Ontario probably won't be ready to leave stay-at-home order on May 20, experts say - CBC
The Ontario government strengthened rules three times in April, all as COVID-19 cases and hospitalizations surged.
Those sweeping changes started less than two months after eastern Ontario came out of the winter shutdown.
"When we saw cases dipping in February, people said 'Oh, these are the dying embers of the second wave,' but in fact they were also at the same time the sparks of a third wave," said Dr. Gerald Evans, an infectious disease specialist at Queen's University and Kingston Health Sciences Centre.
That, he said, is why it's important to be cautious when loosening restrictions.
"This is really a lesson that we need to have learned … from the previous [waves]."
Instead of putting a specific date on when the order should end, he said new COVID-19 cases need to drop significantly to below a rate of 20 per 100,000 people per week, or what used to be Ontario's yellow zone.
To put that in perspective, Ontario was at 166.6 on May 1 and Ottawa was at 102.9 as of Wednesday. Two weeks ago Ottawa's number was near 180. It hasn't been around 20 since late November.
Could parts of eastern Ontario drop that low by May 20? Probably not, according to Evans, but it's possible some regions — like Leeds, Grenville and Lanark counties, with a rate around 30 — could reach it by the end of the month.
The Eastern Ontario Health Unit (EOHU) is currently in the low 50s and the Kingston area is in the mid-40s.
EOHU Medical Officer of Health Dr. Paul Roumeliotis said earlier this week he would at least like to see the order extended through the May 24 long weekend to avoid holiday gatherings and spread.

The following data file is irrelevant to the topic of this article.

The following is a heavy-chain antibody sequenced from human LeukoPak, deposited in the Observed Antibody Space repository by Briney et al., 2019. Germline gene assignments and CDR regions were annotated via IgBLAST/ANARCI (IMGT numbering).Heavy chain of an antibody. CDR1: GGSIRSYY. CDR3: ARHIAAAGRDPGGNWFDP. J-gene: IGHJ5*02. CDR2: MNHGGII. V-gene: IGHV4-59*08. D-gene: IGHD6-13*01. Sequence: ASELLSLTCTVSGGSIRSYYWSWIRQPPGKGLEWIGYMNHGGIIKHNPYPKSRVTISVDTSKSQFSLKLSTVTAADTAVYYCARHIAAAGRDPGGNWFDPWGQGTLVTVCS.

Wastewater still high
One of Ottawa's telling coronavirus signs is in the city's poop.
The viral load in the city's wastewater has decreased, but is still two to three times higher than it was last summer and continues to hover around the January peak.
"When we go up, it's [a quite sharp] increase, but when we come down it's a very slow trailing off," said Tyson Graber, a scientist on Ottawa's coronavirus wastewater monitoring program.
He said this time around it's "stubborn" and keeps plateauing.
Part of that may be due to more contagious variants of concern, which made up more than three-quarters of the signal as of May 1.
A more normal summer
Besides the variants, another thing this wave and shutdown has had that others haven't is widespread vaccinations. That will make a big difference if measures stay in place, according to Evans.
If people can hold out a bit longer, he said the start of summer could look much closer to normal.
"The longer the lockdown is in place and stay-at-home orders are in place, then the bigger bang for our buck we're going to get from vaccination."